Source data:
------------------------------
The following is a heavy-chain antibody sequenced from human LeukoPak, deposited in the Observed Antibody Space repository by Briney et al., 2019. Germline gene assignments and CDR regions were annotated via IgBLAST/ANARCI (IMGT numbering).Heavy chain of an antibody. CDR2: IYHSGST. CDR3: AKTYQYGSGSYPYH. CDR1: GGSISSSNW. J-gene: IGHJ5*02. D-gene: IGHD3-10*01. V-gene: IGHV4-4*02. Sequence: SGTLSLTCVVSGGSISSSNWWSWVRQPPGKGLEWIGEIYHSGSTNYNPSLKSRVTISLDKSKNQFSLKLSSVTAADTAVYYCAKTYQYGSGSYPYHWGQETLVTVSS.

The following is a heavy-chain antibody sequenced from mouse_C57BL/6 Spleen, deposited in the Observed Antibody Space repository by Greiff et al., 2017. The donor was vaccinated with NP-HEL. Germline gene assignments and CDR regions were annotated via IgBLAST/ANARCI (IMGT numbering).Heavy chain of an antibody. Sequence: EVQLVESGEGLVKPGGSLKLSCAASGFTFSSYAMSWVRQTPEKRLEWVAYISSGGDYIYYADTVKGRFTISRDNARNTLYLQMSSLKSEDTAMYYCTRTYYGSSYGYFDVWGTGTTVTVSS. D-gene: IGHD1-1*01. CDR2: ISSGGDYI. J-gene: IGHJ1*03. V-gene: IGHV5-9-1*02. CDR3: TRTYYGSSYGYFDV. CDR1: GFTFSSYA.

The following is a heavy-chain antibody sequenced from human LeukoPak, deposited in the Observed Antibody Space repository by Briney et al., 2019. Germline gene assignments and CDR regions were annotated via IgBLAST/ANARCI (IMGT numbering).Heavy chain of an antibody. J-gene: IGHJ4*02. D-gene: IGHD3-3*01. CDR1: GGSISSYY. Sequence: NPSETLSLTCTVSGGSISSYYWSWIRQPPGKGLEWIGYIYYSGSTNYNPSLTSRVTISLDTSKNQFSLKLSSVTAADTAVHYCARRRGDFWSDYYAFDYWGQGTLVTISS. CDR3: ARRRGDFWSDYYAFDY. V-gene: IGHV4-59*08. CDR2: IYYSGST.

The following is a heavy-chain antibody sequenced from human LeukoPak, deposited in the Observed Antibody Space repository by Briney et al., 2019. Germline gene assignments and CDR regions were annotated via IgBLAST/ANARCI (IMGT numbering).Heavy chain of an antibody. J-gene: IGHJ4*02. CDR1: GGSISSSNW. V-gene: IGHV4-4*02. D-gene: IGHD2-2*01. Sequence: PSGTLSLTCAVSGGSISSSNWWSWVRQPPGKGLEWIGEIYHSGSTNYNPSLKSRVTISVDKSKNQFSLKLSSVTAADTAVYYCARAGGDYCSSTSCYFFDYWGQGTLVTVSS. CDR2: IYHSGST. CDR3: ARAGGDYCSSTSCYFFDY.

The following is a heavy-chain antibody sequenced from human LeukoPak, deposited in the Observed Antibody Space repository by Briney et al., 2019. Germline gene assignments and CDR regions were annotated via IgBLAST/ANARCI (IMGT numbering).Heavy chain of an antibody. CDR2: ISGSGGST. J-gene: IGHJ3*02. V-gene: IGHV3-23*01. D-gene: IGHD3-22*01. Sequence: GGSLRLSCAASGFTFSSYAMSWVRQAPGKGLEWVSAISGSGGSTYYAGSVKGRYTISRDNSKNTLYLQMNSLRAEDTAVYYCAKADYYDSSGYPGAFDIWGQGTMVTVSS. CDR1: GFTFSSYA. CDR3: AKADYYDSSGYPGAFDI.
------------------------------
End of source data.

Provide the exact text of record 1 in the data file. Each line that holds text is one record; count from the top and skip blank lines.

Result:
The following is a heavy-chain antibody sequenced from human LeukoPak, deposited in the Observed Antibody Space repository by Briney et al., 2019. Germline gene assignments and CDR regions were annotated via IgBLAST/ANARCI (IMGT numbering).Heavy chain of an antibody. CDR2: IYHSGST. CDR3: AKTYQYGSGSYPYH. CDR1: GGSISSSNW. J-gene: IGHJ5*02. D-gene: IGHD3-10*01. V-gene: IGHV4-4*02. Sequence: SGTLSLTCVVSGGSISSSNWWSWVRQPPGKGLEWIGEIYHSGSTNYNPSLKSRVTISLDKSKNQFSLKLSSVTAADTAVYYCAKTYQYGSGSYPYHWGQETLVTVSS.